". . . But the past does not exist independently from the present. Indeed, the past is only past because there is a present, just as I can point to something over there only because I am here. But nothing is inherently over there or here. In that sense, the past has no content. The past -- or more accurately, pastness -- is a position. Thus, in no way can we identify the past as past." p. 15

". . . But we may want to keep in mind that deeds and words are not as distinguishable as often we presume. History does not belong only to its narrators, professional or amateur. While some of us debate what history is or was, others take it into their own hands." p. 153

Silencing the Past: Power and the Production of History (1995) by Michel-Rolph Trouillot

Friday, April 8, 2016

Polish Arab Studs In International Scandal

     Horses have historically been central to Poland's pride, honor and culture -- as well as defense.

Lately Poland's government decided to interfere with the management of these ancient stud farms. Why is this global news? an international scandal?  Because the Polish Arab breeding studs have been supplying and augmenting the Arab breed's pedigrees for generations of the international Arab breeding class.  And now the breeding stock is imperiled.  This particular malfeasance that affects the rich pits the globally rich and famous against Poland's governing class, many of whom are also very wealthy.

  Post Card: Janow Podlaski Arabian Stud Horses, Polish Tourism Promotion Poster
During the cold war, the stud discreetly supplied the world’s elite from behind the Iron Curtain, providing a valuable source of hard currency to the communist regime.
The Arabian is considered one of the oldest horse breeds in the world and has been recognised on 4,000-year-old rock paintings. The qualities of Arabian horses – endurance, grace and speed – mean their bloodlines are found in most modern breeds of riding horse. They arrived in Poland in the 16th and 17th centuries as war spoils from battles with the Ottoman empire.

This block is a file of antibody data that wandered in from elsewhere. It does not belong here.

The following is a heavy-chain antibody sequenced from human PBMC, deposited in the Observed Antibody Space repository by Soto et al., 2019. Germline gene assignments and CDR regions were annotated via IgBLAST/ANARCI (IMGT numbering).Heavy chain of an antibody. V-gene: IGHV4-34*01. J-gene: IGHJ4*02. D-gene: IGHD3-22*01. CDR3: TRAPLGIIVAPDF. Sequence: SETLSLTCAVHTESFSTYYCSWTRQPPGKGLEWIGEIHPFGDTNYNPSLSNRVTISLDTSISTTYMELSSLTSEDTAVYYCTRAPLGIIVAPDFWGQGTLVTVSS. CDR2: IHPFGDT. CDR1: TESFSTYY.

Horses play in Poland’s state-owned Janów Podlaski stud farm. The stud is famous for its world-class Arabian horses but its director was recently sacked. Photograph: Janek Skarżyński/AFP/Getty Images

Among those profoundly affected by the mismanagement instituted by the Polish government's changes to to the personnel running the stud farms is the wife of Rolling Stones' Charlie Watts, Shirley Watts:

     The British horse breeder Shirley Watts, who runs a stud in Devon with her husband, Charlie, the Rolling Stones drummer, is threatening to sue Polish government officials after the death of two valuable Arabian mares she owned at a state-run stud in eastern Poland.
Poland’s agriculture minister, Krzysztof Jurgiel, is already facing the ire of the tiny but highly influential Arabian horse breeding world after he sacked three respected state-employed breeding specialists.

The two 16-year-old horses, Amra and Preria, died while in the care of Poland’s prestigious Janów Podlaski stud, to which Watts had loaned four mares in a cashless arrangement to help expand a valuable Arabian bloodline. Her two surviving mares, which are pregnant, were being transported home from eastern Poland to Halsdon stud with urgency.

Poland's government seriously effed-up.  Keep politicians -- particularly male politicians -- out of reproductive processes!

     She [Anna Stojanowska, Poland's national horse breeding inspector] said: “Poland’s reputation for breeding was hard built, by people with passion who never watched the clock. Trela has been replaced by an economist, Marek Skomorowski, who says horses are his hobby. Once we lose our reputation, that’s it, forever. It happened to Russia’s studs and it may now happen to ours.”

Warsaw-based Stojanowska said the sackings had been “part of political games” by the Law & Justice government, which won the October 2015 parliamentary election pledging to institute “dobra zmiana” – good change – in state enterprises where central government is perceived as having lost control. The policy has already led to dozens of sackings and resignations from state companies including a major regional insurer, PZU, the main electricity and gas utility companies and the mining conglomerate KGHM.

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